The common reason for distressed earnings is, “higher labor costs.” Yes, humans have an upper hand in discretionary tasks, but recurring industrial tasks like welding, etching and cutting can be automated. But precision holds the key, and robotic arms are no good if they are not equipped with proper tools. As technology advances and designs get more sophisticated, fiber optic lasers are not only cost effective but also save time. This presents a bullish case for fiber optic laser industry, and here are a few reasons why I love IPG Photonics Corporation (NASDAQ:IPGP).
IPG Photonics Corporation (NASDAQ:IPGP) is the leading manufacturer of fiber optic laser, and offers a wide range of fiber amplifiers and diode lasers. The company has three laser segments, low power (1W to 99W), medium power (100W to 999W) and high power (1kW to 50kW). Over the last 5 years, its shares have appreciated by nearly 250%, primarily due to mass production capabilities and timely deliveries. Fiber lasers don’t require consumables. This reduces the operating costs of cutting and welding dramatically and makes the laser technology an economically viable replacement for gas cutters and conventional welding machines.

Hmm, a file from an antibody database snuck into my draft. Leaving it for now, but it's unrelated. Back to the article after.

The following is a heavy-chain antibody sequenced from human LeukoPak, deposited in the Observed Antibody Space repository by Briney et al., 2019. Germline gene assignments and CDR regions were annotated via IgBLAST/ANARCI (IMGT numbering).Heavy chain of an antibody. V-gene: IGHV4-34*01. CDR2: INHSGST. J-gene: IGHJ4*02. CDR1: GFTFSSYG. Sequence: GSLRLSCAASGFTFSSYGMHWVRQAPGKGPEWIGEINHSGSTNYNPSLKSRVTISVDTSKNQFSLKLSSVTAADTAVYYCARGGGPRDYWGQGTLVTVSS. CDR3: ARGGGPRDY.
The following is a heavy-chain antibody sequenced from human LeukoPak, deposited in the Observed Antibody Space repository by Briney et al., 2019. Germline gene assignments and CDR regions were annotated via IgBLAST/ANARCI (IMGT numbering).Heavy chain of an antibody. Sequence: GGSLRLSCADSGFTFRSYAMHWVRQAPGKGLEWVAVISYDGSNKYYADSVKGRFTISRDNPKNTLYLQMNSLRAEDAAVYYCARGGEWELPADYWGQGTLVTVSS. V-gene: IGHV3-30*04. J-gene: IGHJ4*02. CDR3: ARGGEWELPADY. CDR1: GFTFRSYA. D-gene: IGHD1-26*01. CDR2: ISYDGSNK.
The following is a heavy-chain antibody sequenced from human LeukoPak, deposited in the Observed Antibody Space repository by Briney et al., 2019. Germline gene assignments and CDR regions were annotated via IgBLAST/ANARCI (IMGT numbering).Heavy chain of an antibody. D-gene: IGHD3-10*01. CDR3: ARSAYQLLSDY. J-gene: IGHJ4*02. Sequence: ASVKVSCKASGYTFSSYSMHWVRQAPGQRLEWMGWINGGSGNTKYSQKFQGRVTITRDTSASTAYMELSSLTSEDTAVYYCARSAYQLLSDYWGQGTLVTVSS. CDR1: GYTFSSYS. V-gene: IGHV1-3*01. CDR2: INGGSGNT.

IPG Photonics recently launched its kilowatt class lasers that deliver nearly 200% better beam quality with almost double MTBF (Mean Time Before Failure). These lasers offer 33% wall-plug efficiency against the previous 30% and enhanced its warranty cover to 3 years. Its management told that it would be launching new products and entering new markets in 2013.
Last week, Eastman Chemical showcased perhaps its most innovative offering, developed by IPG Photonics. The new technology enables consumers to welding clear-to-clear polymers using fiber lasers, which are invisible to the human eye. IPG Photonics continues to impress and some of its upcoming launches include UV fiber lasers, ultra short pulse lasers and megawatt class lasers.
The laser company with a market cap in excess of $3 billion, recorded a staggering 36% increase in sales from its operations in Asia. The company hired experienced general managers with technical expertise, for each China, Japan and Korea. Its management believes that emerging nations hold the key to its growth, and expects an even better FY13.
Its order backlog stood at $203 million, down from $207.3 million last year. In the recent earnings call, its management told that there was a sudden rush of orders in January and incoming order remain strong. “It appears that customers were holding orders until the new year because there has been a strong stream of incoming orders in January that has so far offset the softness from Q4.”
Its cash and cash equivalents stand at $384.1 million, which alone contributes to more than 10% of its enterprise value. It quarterly inventory was worth $139.6 million, which was up by 19.4% on a year-over-year basis.